Waste is waste and taking good care of it could basically be interpreted as a waste of time since its fate is to be disposed of. However, the face masks in use for protection of COVID-19 spread could be part of a few exceptions.
The Rwanda Environment Management Authority (REMA) says that before disposing of the face masks, one should wash and iron them.
“ These used face masks are in the category of hazardous wastes, susceptible to transfer the virus rapidly. They should be washed and ironed properly before dumping to make sure that it would not pose any threat to the garbage collecting workers,” Director General of REMA, Engineer Coletha Ruhamya said on state television on Sunday 10,2020.
“The used face mask should be isolated from other wastes because it is hazardous. Face mask dustbins should be put at a distance and out of the reach of children and the rest of community members. At least the dustbin should be four meters away from working places or bedrooms, ”Ruhamya said.
She further noted that “We need to protect the environment that provides us with food and necessities but also protect lives.”
“It is prohibited to dispose of a face mask or mix it with municipal solid waste. It must be conserved well until it is transported to the sellers where you bought it or the pharmacy for them to dispose of as per the law,” Eng. Ruhamya said.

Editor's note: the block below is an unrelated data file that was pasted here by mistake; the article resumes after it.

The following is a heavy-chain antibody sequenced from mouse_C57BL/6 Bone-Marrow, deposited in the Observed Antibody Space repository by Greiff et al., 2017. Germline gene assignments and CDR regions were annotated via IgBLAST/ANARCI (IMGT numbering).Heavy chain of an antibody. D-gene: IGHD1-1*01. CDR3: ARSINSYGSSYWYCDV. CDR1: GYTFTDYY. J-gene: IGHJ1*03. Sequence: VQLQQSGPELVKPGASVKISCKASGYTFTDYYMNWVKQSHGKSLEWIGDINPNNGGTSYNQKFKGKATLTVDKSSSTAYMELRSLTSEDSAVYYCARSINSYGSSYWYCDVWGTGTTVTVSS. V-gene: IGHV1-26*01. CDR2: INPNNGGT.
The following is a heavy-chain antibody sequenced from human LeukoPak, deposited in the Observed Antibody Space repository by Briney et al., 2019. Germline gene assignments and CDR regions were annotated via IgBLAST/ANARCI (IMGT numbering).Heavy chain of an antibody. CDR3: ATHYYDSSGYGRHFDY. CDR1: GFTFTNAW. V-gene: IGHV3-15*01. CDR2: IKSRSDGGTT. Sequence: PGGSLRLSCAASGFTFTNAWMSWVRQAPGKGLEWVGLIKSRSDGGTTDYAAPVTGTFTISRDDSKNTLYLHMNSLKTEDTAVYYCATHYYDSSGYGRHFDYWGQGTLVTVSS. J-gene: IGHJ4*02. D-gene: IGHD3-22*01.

“Those allowed to sell face masks like health centers, and pharmacies should prepare a collection point of used masks with the help of food and drug authority (FDA). They will be disposed of in a way that will not have adverse effects on the environment and people,”Eng. Ruhamya said.
In Rwanda, local manufacturers are expected to produce over 600,000 face masks every day, after FDA gave a green light for the mask production to 39 manufacturers from 22 last month.
“Several researchers in the world indicated that groundwater has been infected with novel coronavirus, so even if you dispose of it in the toilet without washing and ironing it, you are infecting people through the environment,” Dr. Charles Karangwa, Director General of FDA said.
“Better we prevent the virus from going that far, and the most important way is isolating used face masks in effective disposal,”
“For another coronavirus preventive equipment like gloves, we have our effective scientific way of disposing of them including burning them in incinerators.” Dr. Karangwa said.
On Sunday 10, 2020 Rwanda registered exactly a total of 284 cases of COVID-19 since the pandemic was confirmed in Rwanda on March 14 this year.
Four (4) new cases were confirmed out of 1,040 tests that were conducted in the last 24 hours. No death has been reported.